What is the Mitrani Department of Desert Ecology?
The Mitrani Department of Desert Ecology (MDDE) is one of seven research departments at the Jacob Blaustein Institutes for Desert Research (BIDR). The BIDR is an integral part of Ben-Gurion University of the Negev (BGU) and is Israel's national institute for desert research. It is located at Midreshet Ben-Gurion on the Sede Boqer Campus of BGU, 54 km south of the main campus in Beer-Sheva.
Research at the MDDE has two main goals.
· The first is to study deserts as model ecosystems for advancing ecological knowledge. MDDE faculty members conduct ecological research at different levels of integration including physiological, behavioral, population, community and landscape levels.
· The second goal is to better understand the ecology of deserts in Israel and to make this knowledge available to the scientific community as well as to government and industry. This information can be used for the conservation and prudent, sustainable development of desert regions.
The MDDE Research Program
The MDDE has a group project focusing on the conservation of biological diversity in desert ecosystems. An international workshop on Biodiversity of Drylands was organized by the MDDE in June 1999 to assess the state of knowledge in the field of conservation of biological diversity in deserts and to set out goals for future research.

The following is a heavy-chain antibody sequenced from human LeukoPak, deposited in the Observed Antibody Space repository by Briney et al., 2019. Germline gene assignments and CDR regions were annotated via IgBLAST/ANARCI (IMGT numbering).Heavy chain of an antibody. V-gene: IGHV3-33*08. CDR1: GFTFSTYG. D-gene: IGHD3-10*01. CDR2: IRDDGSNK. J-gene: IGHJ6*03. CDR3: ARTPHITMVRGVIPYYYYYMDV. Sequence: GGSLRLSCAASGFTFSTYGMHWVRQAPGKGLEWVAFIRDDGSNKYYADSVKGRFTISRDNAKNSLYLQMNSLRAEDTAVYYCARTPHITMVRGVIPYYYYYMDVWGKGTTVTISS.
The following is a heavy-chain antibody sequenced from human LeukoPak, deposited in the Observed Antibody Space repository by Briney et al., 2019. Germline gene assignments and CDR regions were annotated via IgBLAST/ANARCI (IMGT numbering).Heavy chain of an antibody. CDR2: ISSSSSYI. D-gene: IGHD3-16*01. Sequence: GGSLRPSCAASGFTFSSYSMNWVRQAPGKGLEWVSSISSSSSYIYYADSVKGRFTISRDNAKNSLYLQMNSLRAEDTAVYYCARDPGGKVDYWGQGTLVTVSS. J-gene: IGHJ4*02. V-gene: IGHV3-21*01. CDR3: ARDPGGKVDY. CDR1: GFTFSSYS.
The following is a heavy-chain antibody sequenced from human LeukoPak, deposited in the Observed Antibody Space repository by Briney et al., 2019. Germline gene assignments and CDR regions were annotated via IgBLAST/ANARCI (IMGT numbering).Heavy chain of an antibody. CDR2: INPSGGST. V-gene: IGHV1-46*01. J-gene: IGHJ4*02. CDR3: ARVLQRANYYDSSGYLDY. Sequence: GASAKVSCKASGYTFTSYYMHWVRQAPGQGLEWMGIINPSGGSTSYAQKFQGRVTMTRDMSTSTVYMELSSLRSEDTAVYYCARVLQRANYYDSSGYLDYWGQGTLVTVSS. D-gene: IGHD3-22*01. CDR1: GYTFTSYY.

The workshop provided incentive for developing a coordinated departmental research project to examine biodiversity patterns, the factors that influence them and the requirements for management and conservation. Additionally, research of the MDDE faculty covers a wide range of topics. Applied ecology: Projects in collaboration with the Jewish National Fund and other organizations include landscape management to arrest desertification and surveys for assessing the effects of land development. Physiological and behavioral ecology: Physiological and behavioral adaptations to desert conditions are investigated, and their influence on populations and communities of desert organisms. Population and community: Studies are conducted of population dynamics of plants and animals and patterns and processes in a range of desert communities, including both plants and animals. Finally, the ways in which these different levels are integrated in the desert landscape, and their interactions with man-induced changes, constitute the field of landscape ecology.